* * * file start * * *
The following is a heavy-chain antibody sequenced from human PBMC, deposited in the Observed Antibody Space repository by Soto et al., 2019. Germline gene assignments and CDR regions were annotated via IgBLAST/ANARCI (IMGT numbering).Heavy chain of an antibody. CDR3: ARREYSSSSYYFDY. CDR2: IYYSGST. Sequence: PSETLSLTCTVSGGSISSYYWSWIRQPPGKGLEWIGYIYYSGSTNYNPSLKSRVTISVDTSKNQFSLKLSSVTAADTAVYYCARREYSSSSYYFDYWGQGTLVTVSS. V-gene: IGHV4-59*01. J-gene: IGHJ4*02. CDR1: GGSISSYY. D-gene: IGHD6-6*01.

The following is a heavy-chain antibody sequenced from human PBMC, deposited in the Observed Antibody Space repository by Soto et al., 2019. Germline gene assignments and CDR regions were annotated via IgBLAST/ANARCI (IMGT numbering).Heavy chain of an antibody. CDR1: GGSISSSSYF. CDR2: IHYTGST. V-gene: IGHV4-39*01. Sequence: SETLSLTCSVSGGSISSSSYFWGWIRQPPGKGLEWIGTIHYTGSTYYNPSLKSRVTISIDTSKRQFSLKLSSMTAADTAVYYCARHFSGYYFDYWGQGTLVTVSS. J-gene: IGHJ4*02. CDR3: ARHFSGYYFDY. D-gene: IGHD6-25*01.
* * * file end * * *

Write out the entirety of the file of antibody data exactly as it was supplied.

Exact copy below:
The following is a heavy-chain antibody sequenced from human PBMC, deposited in the Observed Antibody Space repository by Soto et al., 2019. Germline gene assignments and CDR regions were annotated via IgBLAST/ANARCI (IMGT numbering).Heavy chain of an antibody. CDR3: ARREYSSSSYYFDY. CDR2: IYYSGST. Sequence: PSETLSLTCTVSGGSISSYYWSWIRQPPGKGLEWIGYIYYSGSTNYNPSLKSRVTISVDTSKNQFSLKLSSVTAADTAVYYCARREYSSSSYYFDYWGQGTLVTVSS. V-gene: IGHV4-59*01. J-gene: IGHJ4*02. CDR1: GGSISSYY. D-gene: IGHD6-6*01.

The following is a heavy-chain antibody sequenced from human PBMC, deposited in the Observed Antibody Space repository by Soto et al., 2019. Germline gene assignments and CDR regions were annotated via IgBLAST/ANARCI (IMGT numbering).Heavy chain of an antibody. CDR1: GGSISSSSYF. CDR2: IHYTGST. V-gene: IGHV4-39*01. Sequence: SETLSLTCSVSGGSISSSSYFWGWIRQPPGKGLEWIGTIHYTGSTYYNPSLKSRVTISIDTSKRQFSLKLSSMTAADTAVYYCARHFSGYYFDYWGQGTLVTVSS. J-gene: IGHJ4*02. CDR3: ARHFSGYYFDY. D-gene: IGHD6-25*01.